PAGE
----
Two patient-related anecdotes, then a news item.
In my first years of medical practice, dealing with AIDS at that time was invariably fatal. Years later, still battling HIV, we are now faced with another outbreak of a similar nature -- the Zika virus. I remember the time when we did not have a clinical-epidemiological diagnosis of a new disease. I remember the era when we did not have a precise etiologic diagnosis. I remember a time when we had not yet discovered the virus responsible for AIDS. Pathogenesis was discussed by inferences but it took us four years to discover HIV (then HTLV-III or LAV) and even more time to understand how it caused immunodeficiency, although a lot still needs to be learned.
The approval last week of TAF/FTC/RPV -- that's coformulated tenofovir alafenamide, emtricitabine, and rilpivirine -- brings us another one-pill, once-daily option for HIV treatment.
Got a Zika question? Welcome to the club -- once again, as with any "new" or "emerging" infection, this is uncharted territory, and there are plenty of answers to these questions that could be summarized with 3 words: We Don't Know.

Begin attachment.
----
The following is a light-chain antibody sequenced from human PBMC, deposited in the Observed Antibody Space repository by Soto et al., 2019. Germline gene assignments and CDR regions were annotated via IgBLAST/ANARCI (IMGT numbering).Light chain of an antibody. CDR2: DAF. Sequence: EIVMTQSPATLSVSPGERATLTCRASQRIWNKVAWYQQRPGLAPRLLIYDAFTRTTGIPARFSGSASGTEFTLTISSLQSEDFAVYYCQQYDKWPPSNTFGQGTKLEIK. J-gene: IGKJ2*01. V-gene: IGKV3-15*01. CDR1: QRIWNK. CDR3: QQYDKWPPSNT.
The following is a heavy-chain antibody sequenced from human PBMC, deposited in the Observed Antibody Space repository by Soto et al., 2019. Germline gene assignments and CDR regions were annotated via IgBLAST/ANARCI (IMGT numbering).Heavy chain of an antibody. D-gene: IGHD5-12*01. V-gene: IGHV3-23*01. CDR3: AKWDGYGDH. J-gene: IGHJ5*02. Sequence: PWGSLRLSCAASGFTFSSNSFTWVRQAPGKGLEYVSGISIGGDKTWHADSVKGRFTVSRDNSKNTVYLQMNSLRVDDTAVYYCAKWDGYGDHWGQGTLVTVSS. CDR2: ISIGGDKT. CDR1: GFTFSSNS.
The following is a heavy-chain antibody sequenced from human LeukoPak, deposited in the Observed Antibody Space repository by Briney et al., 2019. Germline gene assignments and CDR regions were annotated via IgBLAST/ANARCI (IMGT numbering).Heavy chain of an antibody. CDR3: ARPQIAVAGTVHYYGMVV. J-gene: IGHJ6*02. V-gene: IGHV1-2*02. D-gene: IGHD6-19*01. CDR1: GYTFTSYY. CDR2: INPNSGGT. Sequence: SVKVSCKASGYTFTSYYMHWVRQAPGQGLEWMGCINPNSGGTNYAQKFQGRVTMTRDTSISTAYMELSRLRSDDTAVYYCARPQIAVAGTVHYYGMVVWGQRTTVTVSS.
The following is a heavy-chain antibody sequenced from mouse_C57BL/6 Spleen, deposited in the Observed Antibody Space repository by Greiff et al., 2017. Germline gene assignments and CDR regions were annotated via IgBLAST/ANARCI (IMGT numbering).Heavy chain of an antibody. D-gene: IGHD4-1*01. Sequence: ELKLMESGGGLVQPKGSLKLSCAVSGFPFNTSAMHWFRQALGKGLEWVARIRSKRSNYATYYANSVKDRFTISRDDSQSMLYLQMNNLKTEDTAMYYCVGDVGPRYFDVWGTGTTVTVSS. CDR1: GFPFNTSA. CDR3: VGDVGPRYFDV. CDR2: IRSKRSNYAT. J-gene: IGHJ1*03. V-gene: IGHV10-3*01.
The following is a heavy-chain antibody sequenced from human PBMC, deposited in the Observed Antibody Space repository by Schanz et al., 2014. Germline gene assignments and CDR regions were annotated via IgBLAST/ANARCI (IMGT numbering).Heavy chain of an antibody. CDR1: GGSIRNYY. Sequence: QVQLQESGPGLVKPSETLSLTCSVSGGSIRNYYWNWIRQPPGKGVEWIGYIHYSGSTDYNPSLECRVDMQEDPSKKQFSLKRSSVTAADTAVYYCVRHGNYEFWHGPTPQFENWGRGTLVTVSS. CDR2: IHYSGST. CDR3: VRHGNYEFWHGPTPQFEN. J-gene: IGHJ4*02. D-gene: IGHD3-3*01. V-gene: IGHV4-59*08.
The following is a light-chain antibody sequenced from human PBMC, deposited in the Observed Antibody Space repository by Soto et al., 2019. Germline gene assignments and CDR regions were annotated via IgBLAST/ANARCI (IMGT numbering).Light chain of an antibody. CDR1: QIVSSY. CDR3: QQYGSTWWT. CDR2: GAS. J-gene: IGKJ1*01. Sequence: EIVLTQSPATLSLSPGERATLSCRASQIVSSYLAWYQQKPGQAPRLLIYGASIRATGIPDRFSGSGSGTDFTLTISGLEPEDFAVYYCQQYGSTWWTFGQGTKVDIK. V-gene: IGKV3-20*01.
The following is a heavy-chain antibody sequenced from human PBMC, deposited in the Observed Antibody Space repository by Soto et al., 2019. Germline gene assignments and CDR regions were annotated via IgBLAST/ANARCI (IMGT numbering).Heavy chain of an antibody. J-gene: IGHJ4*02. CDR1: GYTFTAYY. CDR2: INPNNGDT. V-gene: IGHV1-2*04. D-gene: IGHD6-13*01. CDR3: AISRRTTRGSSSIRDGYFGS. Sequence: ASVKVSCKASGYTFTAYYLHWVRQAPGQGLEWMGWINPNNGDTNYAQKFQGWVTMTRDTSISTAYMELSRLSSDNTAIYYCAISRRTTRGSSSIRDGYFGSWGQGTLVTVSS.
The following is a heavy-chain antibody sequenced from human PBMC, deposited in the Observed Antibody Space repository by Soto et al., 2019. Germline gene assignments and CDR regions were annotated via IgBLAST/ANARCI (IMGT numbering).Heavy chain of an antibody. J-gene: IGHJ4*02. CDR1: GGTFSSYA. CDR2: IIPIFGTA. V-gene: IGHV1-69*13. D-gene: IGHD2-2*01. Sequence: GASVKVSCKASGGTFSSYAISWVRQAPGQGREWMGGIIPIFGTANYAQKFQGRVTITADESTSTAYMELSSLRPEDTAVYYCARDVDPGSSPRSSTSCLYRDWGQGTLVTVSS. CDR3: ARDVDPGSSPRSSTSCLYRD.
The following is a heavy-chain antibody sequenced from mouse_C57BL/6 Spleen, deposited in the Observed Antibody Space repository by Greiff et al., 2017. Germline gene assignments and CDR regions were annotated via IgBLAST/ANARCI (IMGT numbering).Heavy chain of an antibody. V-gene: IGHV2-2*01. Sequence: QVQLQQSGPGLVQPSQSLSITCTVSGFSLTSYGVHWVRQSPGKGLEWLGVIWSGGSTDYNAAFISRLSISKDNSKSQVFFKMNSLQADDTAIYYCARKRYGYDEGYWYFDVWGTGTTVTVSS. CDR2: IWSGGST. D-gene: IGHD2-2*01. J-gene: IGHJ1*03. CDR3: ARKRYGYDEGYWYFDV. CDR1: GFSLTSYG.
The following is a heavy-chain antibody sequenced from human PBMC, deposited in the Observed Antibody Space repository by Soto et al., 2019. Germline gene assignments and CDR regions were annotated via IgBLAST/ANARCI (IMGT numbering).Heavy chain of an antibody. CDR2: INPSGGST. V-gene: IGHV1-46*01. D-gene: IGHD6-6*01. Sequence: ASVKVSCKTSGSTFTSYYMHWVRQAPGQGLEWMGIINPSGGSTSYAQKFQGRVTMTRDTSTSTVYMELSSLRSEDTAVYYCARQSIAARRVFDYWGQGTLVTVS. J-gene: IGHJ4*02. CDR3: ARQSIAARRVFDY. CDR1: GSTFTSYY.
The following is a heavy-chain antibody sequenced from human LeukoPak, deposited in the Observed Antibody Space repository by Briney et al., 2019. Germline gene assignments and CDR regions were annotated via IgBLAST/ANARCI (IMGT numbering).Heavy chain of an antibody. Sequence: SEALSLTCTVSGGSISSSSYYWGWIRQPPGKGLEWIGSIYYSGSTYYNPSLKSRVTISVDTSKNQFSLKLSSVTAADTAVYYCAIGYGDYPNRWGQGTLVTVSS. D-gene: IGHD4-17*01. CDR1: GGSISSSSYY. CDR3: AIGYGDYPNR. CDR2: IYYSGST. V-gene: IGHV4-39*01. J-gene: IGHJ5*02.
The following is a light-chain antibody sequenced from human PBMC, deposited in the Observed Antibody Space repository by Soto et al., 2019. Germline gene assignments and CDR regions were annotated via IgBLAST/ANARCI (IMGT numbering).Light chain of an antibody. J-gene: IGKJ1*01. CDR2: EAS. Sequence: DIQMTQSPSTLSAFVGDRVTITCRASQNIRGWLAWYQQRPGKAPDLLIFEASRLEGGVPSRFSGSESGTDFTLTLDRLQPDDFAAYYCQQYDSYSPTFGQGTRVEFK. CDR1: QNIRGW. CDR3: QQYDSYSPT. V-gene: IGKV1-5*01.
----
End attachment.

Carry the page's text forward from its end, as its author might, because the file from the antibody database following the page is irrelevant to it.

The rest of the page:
These peculiar infections resolved, and the doctors just attributed these temporary illnesses to another infection picked up in the bathhouses or through needle sharing on the streets. No one put these individual cases together and wondered whether some common condition could explain their individual patients' illnesses. Yet an epidemic -- the AIDS epidemic -- was exploding before our very eyes.
Something interesting happens when you poll people who treat HIV -- and people who have HIV -- about whether they'd prefer a treatment option that consists of a periodic injection or infusion in place of the pill or pills that they take every day.
Medical marijuana is now officially available in New York, the city with by far the largest number of people living with HIV/AIDS in the country. Reporting on the first dispensary in Manhattan, the aptly named Julie Weed (yes! her real name!) writes:
Earlier this week, JAMA Internal Medicine published a study entitled, "Level of Computer Use in Clinical Encounters Associated with Patient Satisfaction".
A more descriptive title would have been "More Computer Use in Clinical Encounters Associated with Reduced Patient Satisfaction", as here's the take home point:
Some quick ID/HIV gratitude items for 2015, done rapidly as we're hosting a big meal later today.
I wonder what that might be.
The U.S. Food and Drug Administration today approved Genvoya (a fixed-dose combination tablet containing elvitegravir, cobicistat, emtricitabine, and tenofovir alafenamide) as a complete regimen for the treatment of HIV-1 infection in adults and pediatric patients 12 years of age and older.